Markets

RBI circular on indirect foreign investments in India threatens a market sell-off

PALAK SHAH Mumbai | Updated on November 05, 2019 Published on November 05, 2019

Representative image   -  ISTOCK PHOTO

It was issued in the middle of October and draws specific reference to SEBI-registered mutual funds

The Reserve Bank of India’s recent circular could give a jolt to some of the large mutual fund (MF) houses in India. The RBI has said that asset management companies (AMC) majority owned by foreign companies will fall under the indirect foreign investment category. Effectively, this automatically puts a cap on MF investments in several listed companies and sectors in line with foreign investment rules. HDFC, ICICI Prudential, Nippon and Axis MF, among others, are some of the fund houses that could be impacted the most by the circular, experts told BusinessLine.

The RBI circular threatens India’s weight in the MSCI Index, which has billions of dollars worth of fund flows linked to it, as funds will be forced to either refrain from buying into many large companies or even offload their stake, experts said.

Anyway, there is the possibility of a massive sell-off in the market merely on anticipation that funds would have to exit their holdings in large listed companies as the first reporting under the amended Foreign Exchange Management Act (FEMA) guidelines is to be done by the second week of November for the funds.

The RBI circular was issued in the middle of October and draws specific reference to SEBI-registered MFs.

“Investment made by an investment vehicle (like registered FPI) into an Indian entity shall be reckoned as indirect foreign investment for the investee Indian entity if the sponsor or the investment manager is not owned or not controlled by resident Indian or is owned or controlled by resident outside India. Provided that for sponsors or managers or investment managers organised in a form other than companies or LLPs, SEBI will determine if the sponsor or manager or investment manager is foreign-controlled,” RBI has said in its circular.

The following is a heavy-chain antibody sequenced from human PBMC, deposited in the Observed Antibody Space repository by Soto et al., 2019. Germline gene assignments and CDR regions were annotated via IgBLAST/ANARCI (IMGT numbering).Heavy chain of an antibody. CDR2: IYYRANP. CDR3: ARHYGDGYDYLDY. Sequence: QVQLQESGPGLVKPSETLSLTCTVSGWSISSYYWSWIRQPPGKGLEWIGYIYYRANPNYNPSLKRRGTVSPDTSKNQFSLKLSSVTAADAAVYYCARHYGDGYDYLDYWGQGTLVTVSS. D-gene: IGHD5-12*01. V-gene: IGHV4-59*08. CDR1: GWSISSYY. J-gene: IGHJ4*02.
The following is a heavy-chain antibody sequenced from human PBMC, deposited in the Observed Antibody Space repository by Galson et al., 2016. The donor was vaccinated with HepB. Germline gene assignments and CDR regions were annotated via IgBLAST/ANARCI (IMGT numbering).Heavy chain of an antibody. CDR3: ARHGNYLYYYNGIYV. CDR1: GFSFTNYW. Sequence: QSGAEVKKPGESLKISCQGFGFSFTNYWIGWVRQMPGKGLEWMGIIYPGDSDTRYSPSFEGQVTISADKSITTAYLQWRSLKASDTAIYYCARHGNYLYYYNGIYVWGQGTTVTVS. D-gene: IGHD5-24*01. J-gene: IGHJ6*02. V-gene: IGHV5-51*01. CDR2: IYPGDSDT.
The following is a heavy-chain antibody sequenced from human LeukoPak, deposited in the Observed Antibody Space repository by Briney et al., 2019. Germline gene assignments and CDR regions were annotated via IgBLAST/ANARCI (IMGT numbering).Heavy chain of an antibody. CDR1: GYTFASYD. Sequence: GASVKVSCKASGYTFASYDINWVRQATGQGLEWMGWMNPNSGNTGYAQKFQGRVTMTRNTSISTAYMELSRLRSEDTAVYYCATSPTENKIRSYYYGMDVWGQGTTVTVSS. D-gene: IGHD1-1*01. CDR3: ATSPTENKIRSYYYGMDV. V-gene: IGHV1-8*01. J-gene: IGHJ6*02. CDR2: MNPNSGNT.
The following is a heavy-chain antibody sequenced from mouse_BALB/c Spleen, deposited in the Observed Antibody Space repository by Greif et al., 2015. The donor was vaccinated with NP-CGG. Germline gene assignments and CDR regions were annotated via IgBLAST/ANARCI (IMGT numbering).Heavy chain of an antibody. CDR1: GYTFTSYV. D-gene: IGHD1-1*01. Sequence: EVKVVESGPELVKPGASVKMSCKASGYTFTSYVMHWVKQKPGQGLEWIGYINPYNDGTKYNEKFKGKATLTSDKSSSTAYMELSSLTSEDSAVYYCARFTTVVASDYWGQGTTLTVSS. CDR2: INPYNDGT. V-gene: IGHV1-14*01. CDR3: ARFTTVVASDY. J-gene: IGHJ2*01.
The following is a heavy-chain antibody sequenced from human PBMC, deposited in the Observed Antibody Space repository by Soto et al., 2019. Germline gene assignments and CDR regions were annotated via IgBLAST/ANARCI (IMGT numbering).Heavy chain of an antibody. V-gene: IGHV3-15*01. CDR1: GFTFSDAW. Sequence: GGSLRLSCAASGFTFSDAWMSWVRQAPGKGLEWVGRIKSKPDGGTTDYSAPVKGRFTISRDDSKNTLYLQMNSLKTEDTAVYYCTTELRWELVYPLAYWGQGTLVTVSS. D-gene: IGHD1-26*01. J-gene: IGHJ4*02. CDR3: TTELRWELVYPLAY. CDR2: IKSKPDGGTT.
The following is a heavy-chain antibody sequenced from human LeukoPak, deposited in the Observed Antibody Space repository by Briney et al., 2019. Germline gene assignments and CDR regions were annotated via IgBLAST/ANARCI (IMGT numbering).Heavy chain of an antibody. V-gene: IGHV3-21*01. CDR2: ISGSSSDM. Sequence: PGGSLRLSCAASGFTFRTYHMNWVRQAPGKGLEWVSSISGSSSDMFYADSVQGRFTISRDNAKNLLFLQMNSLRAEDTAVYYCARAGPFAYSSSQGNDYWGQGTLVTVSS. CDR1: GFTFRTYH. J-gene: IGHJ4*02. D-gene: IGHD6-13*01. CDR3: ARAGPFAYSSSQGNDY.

The RBI circular explicitly states that investment vehicles mean MFs that invest more than 50 per cent in equities governed by SEBI regulations 1996 ― simply meaning, all listed stocks.

In India, FEMA rules specify a cap on foreign direct or indirect investment across sectors. Such investment caps are mainly in the banking sector. Foreign portfolio investors (FPIs), large foreign funds or corporations hold large stakes in Indian AMCs that promote MFs, which so far enjoyed no bar on investment in any listed companies in India. But the RBI now believes that such foreign control of domestic AMCs, which in turn invest in listed Indian companies, violates FEMA rules as it constitutes indirect foreign holding that could be over and above the specified cap.

According to the Organization for Economic Co-operation and Development (OECD), an investment of 10 per cent or above from overseas is considered as FDI. In India, FDI FIIs/FPIs are allowed to invest and trade in equity securities, with a maximum total investment of 24 per cent of the issued and paid-up capital of a company. This limit can be raised up to the prescribed sectoral cap of that particular industry by passing a special resolution to the effect. So, if FPIs put together already hold 24 per cent of the paid-up capital in a company, and even MFs, controlled by foreign players, own stake in that company, then it would be a violation of the RBI’s October 2019 circular. The foreign holding in such a company will have to fall accordingly. It is feared that such a diktat and the short deadline could spark a sell-off in the stock markets, experts said.

Published on November 05, 2019
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